Copyright Squale 2010 courtesy of the artist
The only descriptive information that is provided in Squale’s DIY photobook Mauerreste is the subtitle, The Berlin Wall – 20 Years Later. This photobook is printed in low contrast on a flat stock, which accentuates the middle gray moodiness of the photographs. Berlin and its outer boundaries appear to be neither a happy nor upbeat place.
Few people are contained within the photographs, predominately photographs of the urban landscape that include structures, walls, watchtowers and other artifacts that once divided a city. A watch tower has become an abandoned monument in the midst of the surrounding apartment homes, which seem to tower over this decaying structure. The adjacent barren tree is symbolic of the former personnel who manned this guard tower, appearing dark and lifeless on this gray and gloomy day.
Now the famous US Army check-point Charlie is a tourist location, the few individuals evident in the background of this photograph are dark and featureless. This photograph spans the two facing pages and the check-point structure is fractured by the book’s center gutter. The two pages create a disjointed and uneven photograph, with parts of the image obviously swallowed by the photobook’s binding. Even the large photograph of a portrait within the photograph is no longer whole with the face of the individual depicted now hidden from view. The photograph takes on a dark and mysterious narrative.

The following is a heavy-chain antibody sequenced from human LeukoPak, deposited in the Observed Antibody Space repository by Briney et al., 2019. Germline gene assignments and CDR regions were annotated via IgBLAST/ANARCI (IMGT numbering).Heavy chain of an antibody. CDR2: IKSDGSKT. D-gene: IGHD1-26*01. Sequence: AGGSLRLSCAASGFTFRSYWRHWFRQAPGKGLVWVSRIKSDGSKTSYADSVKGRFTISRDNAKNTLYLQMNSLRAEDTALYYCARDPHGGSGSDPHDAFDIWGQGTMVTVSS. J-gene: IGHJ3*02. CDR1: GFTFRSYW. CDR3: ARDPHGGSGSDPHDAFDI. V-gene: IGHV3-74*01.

One of the more interesting photographs is the fractured sign, with a section standing on each facing page. The contents of the sign are largely missing, but appear to be written in German (Deutsch), but on one of the supporting posts, in almost English is “Worthless Designshit”, guessing that the part of the D is missing in Designshit. Worthless is an English word that indicates no value. Designshit is not an American English word, (perhaps a British English word?), but has similar construction as the German practice of progressively adding words together in a long stream of consciousness. These words, with the fractured and incomplete sign posted in the vacant foreground together create a compounded and symbolic image of deep disappointment and despair, if not a silent rage.
The overly gray photographs create for me a depressing narrative, such that the realities of a reunited city and nation have not lived up to the hope-filled expectations.
The binding of this DIY photobook does not permit a lay flat presentation. This photobook is devoid of captions, page numbers or essays. Very minimalist.
By Douglas Stockdale